Canada's November's growth number on Friday hit expectations of a +0.2% monthly gain. On the face of it all looked fine, however, the sub-indices happened to push the CAD to a new intraday low. The energy sector reported its usual strength, but both the manufacturing and agriculture categories declined and pushed the loonie through the psychological 1.12 handle for the first time in five years.
Will the monthly growth headline be enough to suppress the idea that Governor Poloz at the Bank of Canada is contemplating a rate cut to promote economic growth? The BoC has made its next monetary choice explicitly data dependent and a growth print like this would suggest a hike rather than an ease in monetary policy. The weak is doing the BoC work, as the underperforming currency will eventually push the country's tepid inflation rate higher.
Certainly not helping policy makers in the relative weak jobs situation. StatsCan reported earlier this month that Canada lost -46k jobs in December, pushing the unemployment rate to +7.2%. New data this week revealed that Canada lost -27.6k jobs in November rather than the reported gain of +21k in their highly coveted 'labor market report'. The new data - based on a census of Canada Revenue Agency data and a survey of 15,000 employers - is considered by economists to be more reliable, but not reported on as heavily as the touted labor report. Despite the reports long-term trends remaining the same will the revision shown up next week and cause more problems for the loonie?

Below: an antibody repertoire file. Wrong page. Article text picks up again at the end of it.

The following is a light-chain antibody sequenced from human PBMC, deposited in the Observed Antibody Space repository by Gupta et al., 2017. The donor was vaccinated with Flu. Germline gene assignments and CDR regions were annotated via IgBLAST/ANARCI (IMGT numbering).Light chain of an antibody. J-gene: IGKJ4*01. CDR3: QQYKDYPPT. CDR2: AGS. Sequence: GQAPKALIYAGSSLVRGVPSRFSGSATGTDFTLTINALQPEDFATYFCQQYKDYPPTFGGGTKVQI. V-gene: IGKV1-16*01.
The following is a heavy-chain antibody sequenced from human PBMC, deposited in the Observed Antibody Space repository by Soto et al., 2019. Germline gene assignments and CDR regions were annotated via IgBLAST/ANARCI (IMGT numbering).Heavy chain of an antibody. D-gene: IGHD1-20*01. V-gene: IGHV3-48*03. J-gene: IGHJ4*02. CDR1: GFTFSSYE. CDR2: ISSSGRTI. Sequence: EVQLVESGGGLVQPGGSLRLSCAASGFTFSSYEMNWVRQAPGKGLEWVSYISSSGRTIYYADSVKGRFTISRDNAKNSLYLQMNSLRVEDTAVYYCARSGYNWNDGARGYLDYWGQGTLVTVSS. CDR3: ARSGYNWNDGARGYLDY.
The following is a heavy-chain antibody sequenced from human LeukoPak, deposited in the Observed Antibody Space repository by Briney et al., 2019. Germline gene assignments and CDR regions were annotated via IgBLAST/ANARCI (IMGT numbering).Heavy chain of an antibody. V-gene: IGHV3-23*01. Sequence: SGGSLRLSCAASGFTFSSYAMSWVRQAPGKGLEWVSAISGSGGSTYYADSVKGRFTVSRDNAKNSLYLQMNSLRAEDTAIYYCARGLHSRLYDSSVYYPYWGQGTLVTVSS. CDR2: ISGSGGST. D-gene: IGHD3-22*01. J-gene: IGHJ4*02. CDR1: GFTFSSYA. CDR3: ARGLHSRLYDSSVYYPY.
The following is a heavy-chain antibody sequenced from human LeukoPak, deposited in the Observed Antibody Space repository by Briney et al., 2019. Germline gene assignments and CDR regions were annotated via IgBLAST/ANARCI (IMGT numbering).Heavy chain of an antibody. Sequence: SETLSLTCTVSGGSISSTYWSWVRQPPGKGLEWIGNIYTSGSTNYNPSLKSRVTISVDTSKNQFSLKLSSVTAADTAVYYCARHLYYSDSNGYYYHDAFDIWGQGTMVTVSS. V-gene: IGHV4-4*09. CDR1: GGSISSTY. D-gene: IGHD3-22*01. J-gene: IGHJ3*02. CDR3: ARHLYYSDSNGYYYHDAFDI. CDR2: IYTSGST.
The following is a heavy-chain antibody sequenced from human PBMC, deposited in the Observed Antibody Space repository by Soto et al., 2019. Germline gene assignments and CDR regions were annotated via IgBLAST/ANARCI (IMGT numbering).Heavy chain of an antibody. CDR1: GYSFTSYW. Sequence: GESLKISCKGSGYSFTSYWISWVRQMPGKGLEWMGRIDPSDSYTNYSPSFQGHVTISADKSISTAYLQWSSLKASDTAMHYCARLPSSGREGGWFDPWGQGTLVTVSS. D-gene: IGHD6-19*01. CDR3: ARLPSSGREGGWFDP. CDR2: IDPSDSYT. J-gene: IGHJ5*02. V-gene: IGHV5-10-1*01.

The loonie is closing out the week on the front foot, mostly on the back of month end-demand. Earlier, the CAD had taken a beating from the dollar bulls who used GDP as an excuse to push their way through option barriers at 1.12 and weak stops in the high twenty's. The commodity sensitive currency continues to remain vulnerable, lobbed into the underperforming commodity basket that has been hurt by China's questionable growth potential. Dollar buyers lurk on on all CAD rallies.